It has been just more than five months since the city of Branson purchased a 7.4-acre tract surrounded by 130 acres of Lakeside Forest Wilderness Area known as the Owen Enclave and already a transformation of the property has begun.
A group of Boy Scouts, their families and other volunteers worked on the property for several weekends in November and December, cutting down trees and clearing what was once the home of Dr. Lyle Owen. The property, which has been gated for years to keep hikers out, is now open.
“The house represents the pioneers of the Ozarks. At least one family was able to come out here and live off the land. And, they had the best view in town,” said Garrett Anderson, Branson economic development director and chairman of the Boy Scouts Blazing Trails District, as he walked the property Wednesday afternoon. “What they have created here, what they have captured here, it needs to be preserved.”
The property’s home was built in 1911 by Wilbur Winchester and constructed mostly of rough fieldstones. The home is 778 square feet with a 330-square-foot porch and 500-square-foot barn.
Owen purchased the property in 1934 and shortly after began building stone features.
According to a report from the city, he started with 360 feet of mortared wall flower beds and an additional 200 feet of stone wall for retaining purposes.
The process of wall building left a large pile of unused rock, which became the start of a step-building project that eventually became 315 steps leading down the bluff to Lake Taneycomo. Those steps remain a feature at the Lakeside Forest Wilderness Area.
The city has owned the 130 acres of Lakeside Forest Wilderness Area, including the steps, since 1998. Over the years, the property has attracted thousands of visitors such as Chuck Zehnder, a former professor at College of the Ozarks, who was climbing the stairs Wednesday.
“This is a lot of work,” he said. “It is more work than a treadmill or anything else.”
The view really adds to the park’s appeal.
“It is gorgeous,” he said. “I spend a lot of time in prayer on these steps.”
Before work began on the city’s new property, the homestead was overgrown, hard to walk and closed off to the public. A view of Lake Taneycomo was hidden by trees.
Anderson estimates since the city acquired the property last fall, 500 hours of volunteer work have gone into the property.
“The condition it was in was not allowing people to enjoy the view,” he said.
In the short term, Anderson said they will watch how the property greens up this spring.
Among projects Anderson hopes to see tackled in the coming months is a new entrance to Lakeside Forest Wilderness Area.
“The entrance is one of the main things we want to do in 2011,” he said.
The plan is to use trees that have fallen on the property to create a grand entrance to the park. Because the property reaches from Fall Creek Road to 76 Country Boulevard, there are plans to construct a monument sign along the strip.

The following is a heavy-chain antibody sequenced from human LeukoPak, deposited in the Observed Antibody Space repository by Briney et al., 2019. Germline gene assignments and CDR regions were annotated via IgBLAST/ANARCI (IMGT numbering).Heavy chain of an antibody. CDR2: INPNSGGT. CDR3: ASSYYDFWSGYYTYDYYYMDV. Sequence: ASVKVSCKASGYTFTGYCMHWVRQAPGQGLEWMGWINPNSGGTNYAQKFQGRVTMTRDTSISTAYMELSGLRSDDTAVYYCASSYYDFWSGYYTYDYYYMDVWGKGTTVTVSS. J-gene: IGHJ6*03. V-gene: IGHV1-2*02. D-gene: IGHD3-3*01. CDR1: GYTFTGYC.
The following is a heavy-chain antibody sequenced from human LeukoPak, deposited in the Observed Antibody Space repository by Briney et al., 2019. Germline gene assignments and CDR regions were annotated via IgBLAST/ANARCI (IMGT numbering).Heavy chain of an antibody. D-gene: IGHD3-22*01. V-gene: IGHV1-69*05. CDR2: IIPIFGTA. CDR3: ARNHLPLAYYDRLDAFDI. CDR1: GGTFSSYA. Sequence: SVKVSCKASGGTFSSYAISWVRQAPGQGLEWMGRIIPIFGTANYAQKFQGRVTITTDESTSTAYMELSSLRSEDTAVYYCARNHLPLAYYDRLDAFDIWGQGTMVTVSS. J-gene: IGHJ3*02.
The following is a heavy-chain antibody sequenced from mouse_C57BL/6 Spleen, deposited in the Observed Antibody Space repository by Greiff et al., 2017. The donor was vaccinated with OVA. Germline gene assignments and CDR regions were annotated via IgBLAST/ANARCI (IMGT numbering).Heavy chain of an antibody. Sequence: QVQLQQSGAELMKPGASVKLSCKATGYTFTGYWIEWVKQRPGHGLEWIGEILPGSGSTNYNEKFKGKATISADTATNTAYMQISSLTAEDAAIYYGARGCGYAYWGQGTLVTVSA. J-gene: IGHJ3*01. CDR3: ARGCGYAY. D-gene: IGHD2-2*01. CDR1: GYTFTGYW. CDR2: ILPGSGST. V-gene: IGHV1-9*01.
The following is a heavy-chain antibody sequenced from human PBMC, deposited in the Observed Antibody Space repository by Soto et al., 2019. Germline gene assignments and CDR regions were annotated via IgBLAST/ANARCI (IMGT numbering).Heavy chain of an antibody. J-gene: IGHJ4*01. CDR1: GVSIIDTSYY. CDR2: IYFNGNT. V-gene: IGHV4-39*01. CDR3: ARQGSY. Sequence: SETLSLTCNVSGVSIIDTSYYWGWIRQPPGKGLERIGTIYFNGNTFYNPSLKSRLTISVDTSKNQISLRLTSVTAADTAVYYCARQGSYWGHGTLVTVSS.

Improving trail markers is also on the to-do list for this year.
He doesn’t expect it this year, but in the near future, Anderson said, the city would like to fix up the house so people will be able to go inside and see how the family lived.
“We’d like to have people enjoy the inside of the house,” he said.
Anderson understands Lyle Owen passed away in the mid-1990s and said since that time, no one has lived in the home.
“The main problem was no one had been living here for 15 years,” Anderson said. “We had small trees that had grown up everywhere.”
Last week, Lyle Owen’s son, Robert Owen, paid Anderson a visit to share memories and family photos of the property.
“Initially, it was just a vacation place,” Anderson said, recalling what he had been told by Robert Owen.
Lyle Owen was a professor at a university in Tulsa, Okla., and in the summertime, the family would return to the property, but it wasn’t for relaxation.
“Robert described those days as constant work,” Anderson said.
He said at the end of the day, when it was time to clean up, the children would head down to Lake Taneycomo.
Lyle Owen would send them down the stairs with a coffee can. Each trip up, they’d bring a can of soil from the banks of Taneycomo, slowly filling flower beds and creating a layer of hearty soil for vegetable gardens.
“One thing Robert really wanted to stress, he wasn’t so interested in preserving his dad’s name, but a perpetual showcase of the way they lived out here,” Anderson said. “He was green and sustainable long before it was fashionable.”
Lyle Owen and his family collected rainwater, grew their own vegetables, fished the lake for food and after graduating from college, Anderson said, Owen sold the only car he ever owned.
“When they came here from Tulsa, they would come here on train,” Anderson said. “He was always walking or on passenger trains.”
The city purchased the property for $231,000 from the Owen Family Trust. Funds for the purchase came from the city’s tree fund, which is comprised of forfeited tree deposits.
According to Branson public information director Jerry Adams, by city code, the funds could only be used for the purpose of obtaining and planting trees on public land and for acquisition of parks, natural forest preserves and green space.
Anyone who would like to volunteer at the property may contact Anderson at 417-337-8589.